He said he didn’t actually know how many kids he’d left along his back trail, but one was a sure thing.  He’d first seen the guy on television because someone told him there was a televangelist who bore an amazing likeness, both in physical features and in mannerisms of speech and gesture.

Dad was mildly interested, enough to eventually watch the guy on television.  Which bowled him over.  He said it was like watching a movie of himself speaking at a Toastmaster meeting at an earlier age.  A suspicion dawned for him sufficiently to cause him to find out more about the man.  Where he was from, how old he was, and eventually to find out who the mother of the televangelist was.  He had, it turned out, vivid recollections of her when they both were a lot younger.

He didn’t name the man, and I didn’t give it a lot of thought for a number of years.  But early during my Christian television watching it came back full force.  For a moment I was disoriented, almost as though I watching my dad on television.  I truly was amazed and there was no doubt in my mind I was seeing my biological half-brother.  Just about my own age.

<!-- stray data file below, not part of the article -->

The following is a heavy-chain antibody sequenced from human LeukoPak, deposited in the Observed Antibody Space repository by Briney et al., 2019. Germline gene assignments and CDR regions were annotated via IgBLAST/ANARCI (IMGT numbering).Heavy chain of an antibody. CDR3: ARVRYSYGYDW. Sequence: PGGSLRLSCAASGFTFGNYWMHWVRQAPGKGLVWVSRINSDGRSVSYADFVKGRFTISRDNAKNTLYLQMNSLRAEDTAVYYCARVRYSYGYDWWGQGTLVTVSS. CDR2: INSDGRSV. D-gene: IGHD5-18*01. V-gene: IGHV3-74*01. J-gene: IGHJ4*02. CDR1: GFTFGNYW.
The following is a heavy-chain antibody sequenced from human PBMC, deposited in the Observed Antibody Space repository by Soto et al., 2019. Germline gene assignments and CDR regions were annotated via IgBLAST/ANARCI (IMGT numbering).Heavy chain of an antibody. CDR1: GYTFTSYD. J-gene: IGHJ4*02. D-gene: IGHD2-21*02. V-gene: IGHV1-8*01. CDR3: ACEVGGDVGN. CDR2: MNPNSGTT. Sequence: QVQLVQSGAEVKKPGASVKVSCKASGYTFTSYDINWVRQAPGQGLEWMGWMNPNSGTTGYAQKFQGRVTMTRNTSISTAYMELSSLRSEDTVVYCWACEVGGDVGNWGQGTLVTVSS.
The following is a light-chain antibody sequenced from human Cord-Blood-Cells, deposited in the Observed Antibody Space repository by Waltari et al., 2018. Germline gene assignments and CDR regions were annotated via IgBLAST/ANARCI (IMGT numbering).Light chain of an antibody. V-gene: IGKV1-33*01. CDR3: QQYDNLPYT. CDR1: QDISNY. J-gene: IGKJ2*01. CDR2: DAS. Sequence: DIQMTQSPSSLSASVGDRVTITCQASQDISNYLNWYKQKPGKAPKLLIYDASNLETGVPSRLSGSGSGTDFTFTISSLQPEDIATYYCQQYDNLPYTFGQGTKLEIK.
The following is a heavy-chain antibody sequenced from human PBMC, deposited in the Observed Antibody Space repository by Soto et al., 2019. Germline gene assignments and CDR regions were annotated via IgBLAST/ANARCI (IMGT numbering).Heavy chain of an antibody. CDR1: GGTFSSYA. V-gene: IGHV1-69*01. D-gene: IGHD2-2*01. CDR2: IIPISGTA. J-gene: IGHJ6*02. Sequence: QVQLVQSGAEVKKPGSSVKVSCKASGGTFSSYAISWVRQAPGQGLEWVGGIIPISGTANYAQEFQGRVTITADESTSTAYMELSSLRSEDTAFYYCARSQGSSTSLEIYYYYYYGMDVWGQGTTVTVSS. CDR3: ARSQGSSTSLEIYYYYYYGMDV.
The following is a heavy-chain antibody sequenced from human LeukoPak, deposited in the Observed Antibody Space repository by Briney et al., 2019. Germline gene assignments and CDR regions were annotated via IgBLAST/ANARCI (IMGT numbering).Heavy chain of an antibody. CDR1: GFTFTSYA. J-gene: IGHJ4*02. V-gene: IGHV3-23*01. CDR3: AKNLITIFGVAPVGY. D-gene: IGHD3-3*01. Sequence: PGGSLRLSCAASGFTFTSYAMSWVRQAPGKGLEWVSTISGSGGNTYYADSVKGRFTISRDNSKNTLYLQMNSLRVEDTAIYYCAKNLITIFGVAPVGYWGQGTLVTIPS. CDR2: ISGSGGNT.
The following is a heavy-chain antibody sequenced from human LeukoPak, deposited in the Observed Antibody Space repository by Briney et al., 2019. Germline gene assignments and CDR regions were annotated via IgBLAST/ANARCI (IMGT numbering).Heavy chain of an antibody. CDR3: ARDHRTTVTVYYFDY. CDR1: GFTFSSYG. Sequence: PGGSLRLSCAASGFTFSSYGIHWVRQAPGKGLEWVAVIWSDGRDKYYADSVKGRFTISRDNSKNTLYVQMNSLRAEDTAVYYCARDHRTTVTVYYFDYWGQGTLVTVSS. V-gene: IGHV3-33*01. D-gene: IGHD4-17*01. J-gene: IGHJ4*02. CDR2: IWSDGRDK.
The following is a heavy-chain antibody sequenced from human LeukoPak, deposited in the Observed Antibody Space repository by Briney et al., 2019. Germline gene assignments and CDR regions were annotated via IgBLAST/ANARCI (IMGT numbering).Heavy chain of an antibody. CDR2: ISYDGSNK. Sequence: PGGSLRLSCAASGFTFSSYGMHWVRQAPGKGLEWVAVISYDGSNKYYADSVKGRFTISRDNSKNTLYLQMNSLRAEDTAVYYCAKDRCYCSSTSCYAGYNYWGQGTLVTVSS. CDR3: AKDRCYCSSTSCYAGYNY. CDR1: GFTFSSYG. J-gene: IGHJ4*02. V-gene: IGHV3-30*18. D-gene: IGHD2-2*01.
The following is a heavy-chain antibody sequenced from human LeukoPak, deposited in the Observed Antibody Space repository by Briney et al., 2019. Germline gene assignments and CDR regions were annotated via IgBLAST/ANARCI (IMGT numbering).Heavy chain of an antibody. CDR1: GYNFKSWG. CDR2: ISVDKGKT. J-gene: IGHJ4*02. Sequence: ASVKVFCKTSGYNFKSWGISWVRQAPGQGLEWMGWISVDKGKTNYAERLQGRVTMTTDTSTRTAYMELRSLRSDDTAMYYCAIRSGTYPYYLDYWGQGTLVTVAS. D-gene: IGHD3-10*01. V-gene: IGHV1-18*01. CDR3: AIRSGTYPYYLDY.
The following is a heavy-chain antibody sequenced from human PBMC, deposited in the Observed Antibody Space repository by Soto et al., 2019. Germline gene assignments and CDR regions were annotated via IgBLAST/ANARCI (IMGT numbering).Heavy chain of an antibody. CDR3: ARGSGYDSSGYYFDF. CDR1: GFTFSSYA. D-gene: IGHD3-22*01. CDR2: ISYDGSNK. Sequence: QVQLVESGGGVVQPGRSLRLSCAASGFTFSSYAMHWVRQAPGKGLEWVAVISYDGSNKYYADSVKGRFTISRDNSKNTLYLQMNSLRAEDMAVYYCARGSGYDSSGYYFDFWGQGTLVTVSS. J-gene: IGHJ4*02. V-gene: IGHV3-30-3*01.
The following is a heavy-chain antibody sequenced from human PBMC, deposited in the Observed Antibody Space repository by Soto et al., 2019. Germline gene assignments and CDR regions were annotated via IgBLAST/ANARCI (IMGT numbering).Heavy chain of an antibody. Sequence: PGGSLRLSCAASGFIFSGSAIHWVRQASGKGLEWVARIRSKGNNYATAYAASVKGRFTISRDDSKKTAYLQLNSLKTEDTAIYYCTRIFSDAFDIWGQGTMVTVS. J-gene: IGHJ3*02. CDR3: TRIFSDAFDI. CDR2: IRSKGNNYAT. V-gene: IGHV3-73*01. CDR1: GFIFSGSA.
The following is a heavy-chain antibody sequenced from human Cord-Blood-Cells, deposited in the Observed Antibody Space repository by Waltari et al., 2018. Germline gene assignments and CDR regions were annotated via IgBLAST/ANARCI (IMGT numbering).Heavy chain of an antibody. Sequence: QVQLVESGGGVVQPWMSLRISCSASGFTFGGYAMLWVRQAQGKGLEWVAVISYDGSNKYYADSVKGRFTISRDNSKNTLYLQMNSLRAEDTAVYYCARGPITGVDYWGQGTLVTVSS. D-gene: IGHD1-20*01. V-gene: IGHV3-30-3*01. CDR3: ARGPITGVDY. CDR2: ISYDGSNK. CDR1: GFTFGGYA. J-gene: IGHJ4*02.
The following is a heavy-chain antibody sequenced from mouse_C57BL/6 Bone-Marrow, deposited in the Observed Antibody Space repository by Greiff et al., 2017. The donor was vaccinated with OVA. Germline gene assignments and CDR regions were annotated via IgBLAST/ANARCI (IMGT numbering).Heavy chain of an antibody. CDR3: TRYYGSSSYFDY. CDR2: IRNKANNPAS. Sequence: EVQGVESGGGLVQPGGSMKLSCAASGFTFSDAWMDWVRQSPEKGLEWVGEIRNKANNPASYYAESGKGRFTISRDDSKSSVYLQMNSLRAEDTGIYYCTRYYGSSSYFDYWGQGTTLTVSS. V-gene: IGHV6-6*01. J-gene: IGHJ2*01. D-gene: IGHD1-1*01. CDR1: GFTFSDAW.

My lady friend of the time, whom I made a point of having watch him without explaining, commented, “He looks and talks like you.  Weird.”

The man was a moving speaker and a faith healer of some fame.  So one of the attractions motivating me to rise at 3:00 am and watch Christian television was the strangeness of watching him, particularly. 

I always tried to catch his show and his appearances when I could.  If a person’s going to put himself through an experience of that sort, 3:00 am’s not an altogether bad time to do it.

Old Jules

Old Sol’s Moodiness and Being a Character In a Book

In case you’re one of those people who hasn’t been staring at the sun, here’s a brief update before I tell you about an interesting tidbit in my life:  Finding myself a character in a ‘memoir’ [actually a novel] written by my step-brother published as non-fiction.  But important things first:

From http://spaceweather.com/

Here he is November 28:

As you can see, the south pole stuff’s maintaining itself, still doing what it was doing when I last mentioned it.